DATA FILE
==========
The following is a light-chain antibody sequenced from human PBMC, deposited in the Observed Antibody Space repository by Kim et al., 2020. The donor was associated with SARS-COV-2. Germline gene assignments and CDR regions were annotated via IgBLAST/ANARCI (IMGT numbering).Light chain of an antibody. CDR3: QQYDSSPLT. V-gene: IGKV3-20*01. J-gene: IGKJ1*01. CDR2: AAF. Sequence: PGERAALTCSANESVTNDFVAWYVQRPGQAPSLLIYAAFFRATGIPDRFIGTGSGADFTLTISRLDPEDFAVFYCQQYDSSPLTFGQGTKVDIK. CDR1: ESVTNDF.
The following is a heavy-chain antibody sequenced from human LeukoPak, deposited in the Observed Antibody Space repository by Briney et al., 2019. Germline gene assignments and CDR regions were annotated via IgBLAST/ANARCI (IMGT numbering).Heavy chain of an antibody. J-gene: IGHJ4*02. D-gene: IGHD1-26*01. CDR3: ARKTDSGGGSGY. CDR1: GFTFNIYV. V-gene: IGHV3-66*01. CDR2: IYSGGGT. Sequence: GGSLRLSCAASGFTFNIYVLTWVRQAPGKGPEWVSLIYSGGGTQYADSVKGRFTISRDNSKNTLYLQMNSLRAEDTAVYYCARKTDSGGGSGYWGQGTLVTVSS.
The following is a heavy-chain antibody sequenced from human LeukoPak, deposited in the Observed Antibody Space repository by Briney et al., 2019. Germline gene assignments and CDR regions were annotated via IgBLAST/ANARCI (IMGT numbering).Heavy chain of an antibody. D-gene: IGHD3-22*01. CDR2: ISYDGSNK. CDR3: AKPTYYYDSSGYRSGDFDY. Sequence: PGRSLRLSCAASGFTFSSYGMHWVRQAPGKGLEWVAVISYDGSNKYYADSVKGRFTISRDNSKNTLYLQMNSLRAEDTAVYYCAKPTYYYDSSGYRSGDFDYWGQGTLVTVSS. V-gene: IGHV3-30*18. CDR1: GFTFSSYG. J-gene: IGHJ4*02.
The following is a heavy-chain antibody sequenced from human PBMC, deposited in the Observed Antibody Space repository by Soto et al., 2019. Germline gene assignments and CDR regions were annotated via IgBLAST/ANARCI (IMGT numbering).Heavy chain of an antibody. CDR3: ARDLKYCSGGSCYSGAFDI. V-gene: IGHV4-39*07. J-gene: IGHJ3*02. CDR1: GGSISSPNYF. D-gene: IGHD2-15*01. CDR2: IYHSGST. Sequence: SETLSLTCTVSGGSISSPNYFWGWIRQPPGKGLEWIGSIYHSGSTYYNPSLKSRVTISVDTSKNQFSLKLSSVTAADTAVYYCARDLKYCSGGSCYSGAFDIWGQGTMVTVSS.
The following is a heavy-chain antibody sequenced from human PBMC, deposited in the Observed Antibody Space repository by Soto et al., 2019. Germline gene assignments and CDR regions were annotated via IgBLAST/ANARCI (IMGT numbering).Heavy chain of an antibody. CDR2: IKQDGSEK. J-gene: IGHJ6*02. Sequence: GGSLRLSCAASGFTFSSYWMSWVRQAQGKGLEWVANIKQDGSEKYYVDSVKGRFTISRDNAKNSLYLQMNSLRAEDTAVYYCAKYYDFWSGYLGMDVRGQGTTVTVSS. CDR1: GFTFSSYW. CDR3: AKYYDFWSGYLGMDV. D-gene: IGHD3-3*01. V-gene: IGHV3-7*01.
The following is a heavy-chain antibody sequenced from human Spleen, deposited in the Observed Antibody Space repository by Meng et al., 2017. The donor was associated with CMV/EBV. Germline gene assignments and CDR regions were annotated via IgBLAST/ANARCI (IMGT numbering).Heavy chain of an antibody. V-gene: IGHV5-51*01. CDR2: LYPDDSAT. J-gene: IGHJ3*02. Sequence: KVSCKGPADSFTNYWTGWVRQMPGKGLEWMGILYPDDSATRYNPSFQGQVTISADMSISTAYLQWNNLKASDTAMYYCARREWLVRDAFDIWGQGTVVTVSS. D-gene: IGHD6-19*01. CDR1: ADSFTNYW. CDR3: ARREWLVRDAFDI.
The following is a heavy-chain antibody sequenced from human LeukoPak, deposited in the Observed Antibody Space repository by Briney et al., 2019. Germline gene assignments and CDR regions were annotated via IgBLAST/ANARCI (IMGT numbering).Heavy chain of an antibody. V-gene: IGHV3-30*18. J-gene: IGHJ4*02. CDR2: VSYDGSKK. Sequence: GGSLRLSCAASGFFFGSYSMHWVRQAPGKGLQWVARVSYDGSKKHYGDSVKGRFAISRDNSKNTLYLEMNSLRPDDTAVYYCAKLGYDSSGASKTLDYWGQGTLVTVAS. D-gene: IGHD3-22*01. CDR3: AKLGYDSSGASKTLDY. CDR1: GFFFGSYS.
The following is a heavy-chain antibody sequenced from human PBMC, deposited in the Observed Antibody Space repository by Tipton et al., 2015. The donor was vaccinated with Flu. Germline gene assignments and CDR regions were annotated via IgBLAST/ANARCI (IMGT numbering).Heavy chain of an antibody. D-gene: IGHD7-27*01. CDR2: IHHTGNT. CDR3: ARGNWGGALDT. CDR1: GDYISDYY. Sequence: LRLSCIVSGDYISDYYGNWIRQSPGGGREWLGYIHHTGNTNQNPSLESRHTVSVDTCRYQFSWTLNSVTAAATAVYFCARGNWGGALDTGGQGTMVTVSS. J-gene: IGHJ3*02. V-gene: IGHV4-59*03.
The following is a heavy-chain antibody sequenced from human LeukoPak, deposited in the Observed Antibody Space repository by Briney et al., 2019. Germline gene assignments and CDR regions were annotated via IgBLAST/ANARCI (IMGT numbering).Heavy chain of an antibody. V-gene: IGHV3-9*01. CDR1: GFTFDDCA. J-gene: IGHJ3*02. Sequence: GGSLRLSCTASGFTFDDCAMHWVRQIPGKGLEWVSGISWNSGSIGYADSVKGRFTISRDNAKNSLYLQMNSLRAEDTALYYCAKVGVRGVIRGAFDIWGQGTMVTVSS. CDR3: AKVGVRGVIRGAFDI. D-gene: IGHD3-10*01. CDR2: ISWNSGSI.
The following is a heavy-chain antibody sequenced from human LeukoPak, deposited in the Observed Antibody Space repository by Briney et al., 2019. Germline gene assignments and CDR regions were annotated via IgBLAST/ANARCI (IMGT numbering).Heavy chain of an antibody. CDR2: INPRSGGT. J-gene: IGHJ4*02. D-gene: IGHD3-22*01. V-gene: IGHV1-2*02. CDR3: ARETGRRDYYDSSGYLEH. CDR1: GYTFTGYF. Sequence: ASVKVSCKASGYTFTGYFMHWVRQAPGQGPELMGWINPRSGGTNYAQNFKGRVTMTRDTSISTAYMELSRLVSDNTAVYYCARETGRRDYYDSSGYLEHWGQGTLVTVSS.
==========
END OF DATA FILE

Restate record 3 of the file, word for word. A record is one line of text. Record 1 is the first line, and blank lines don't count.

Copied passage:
The following is a heavy-chain antibody sequenced from human LeukoPak, deposited in the Observed Antibody Space repository by Briney et al., 2019. Germline gene assignments and CDR regions were annotated via IgBLAST/ANARCI (IMGT numbering).Heavy chain of an antibody. D-gene: IGHD3-22*01. CDR2: ISYDGSNK. CDR3: AKPTYYYDSSGYRSGDFDY. Sequence: PGRSLRLSCAASGFTFSSYGMHWVRQAPGKGLEWVAVISYDGSNKYYADSVKGRFTISRDNSKNTLYLQMNSLRAEDTAVYYCAKPTYYYDSSGYRSGDFDYWGQGTLVTVSS. V-gene: IGHV3-30*18. CDR1: GFTFSSYG. J-gene: IGHJ4*02.